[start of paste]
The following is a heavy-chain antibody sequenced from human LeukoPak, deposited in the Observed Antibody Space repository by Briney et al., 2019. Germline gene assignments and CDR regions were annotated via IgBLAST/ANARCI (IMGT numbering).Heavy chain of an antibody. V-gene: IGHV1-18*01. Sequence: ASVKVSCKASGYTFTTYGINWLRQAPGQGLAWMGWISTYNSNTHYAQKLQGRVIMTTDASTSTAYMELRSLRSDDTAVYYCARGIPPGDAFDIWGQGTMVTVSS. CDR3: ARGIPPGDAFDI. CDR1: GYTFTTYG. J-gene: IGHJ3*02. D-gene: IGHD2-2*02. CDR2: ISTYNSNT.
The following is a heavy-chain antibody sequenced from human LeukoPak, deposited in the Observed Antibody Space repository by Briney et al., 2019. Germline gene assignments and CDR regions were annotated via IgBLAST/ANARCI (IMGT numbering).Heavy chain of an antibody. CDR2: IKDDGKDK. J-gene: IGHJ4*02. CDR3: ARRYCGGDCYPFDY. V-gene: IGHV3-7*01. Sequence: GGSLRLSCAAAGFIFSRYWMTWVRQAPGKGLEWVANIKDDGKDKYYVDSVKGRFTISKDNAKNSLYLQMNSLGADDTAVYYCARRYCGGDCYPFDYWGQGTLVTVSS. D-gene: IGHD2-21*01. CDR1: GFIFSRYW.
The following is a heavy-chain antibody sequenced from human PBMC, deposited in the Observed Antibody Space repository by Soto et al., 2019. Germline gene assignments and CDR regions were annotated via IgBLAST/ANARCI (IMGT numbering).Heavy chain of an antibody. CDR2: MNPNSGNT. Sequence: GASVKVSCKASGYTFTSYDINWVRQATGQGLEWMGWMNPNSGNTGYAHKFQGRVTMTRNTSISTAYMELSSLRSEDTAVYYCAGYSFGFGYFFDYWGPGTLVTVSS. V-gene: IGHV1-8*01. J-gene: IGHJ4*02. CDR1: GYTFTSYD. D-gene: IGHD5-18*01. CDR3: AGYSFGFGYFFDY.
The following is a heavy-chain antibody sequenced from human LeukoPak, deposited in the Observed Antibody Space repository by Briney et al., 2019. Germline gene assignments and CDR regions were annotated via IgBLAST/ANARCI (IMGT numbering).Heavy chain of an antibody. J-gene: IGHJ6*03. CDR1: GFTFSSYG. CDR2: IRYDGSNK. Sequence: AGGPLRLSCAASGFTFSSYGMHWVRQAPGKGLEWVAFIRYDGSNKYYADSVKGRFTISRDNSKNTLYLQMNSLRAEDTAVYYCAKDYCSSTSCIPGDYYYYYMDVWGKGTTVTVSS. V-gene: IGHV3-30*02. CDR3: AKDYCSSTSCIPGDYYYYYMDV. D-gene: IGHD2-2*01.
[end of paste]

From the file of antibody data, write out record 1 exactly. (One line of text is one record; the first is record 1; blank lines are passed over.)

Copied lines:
The following is a heavy-chain antibody sequenced from human LeukoPak, deposited in the Observed Antibody Space repository by Briney et al., 2019. Germline gene assignments and CDR regions were annotated via IgBLAST/ANARCI (IMGT numbering).Heavy chain of an antibody. V-gene: IGHV1-18*01. Sequence: ASVKVSCKASGYTFTTYGINWLRQAPGQGLAWMGWISTYNSNTHYAQKLQGRVIMTTDASTSTAYMELRSLRSDDTAVYYCARGIPPGDAFDIWGQGTMVTVSS. CDR3: ARGIPPGDAFDI. CDR1: GYTFTTYG. J-gene: IGHJ3*02. D-gene: IGHD2-2*02. CDR2: ISTYNSNT.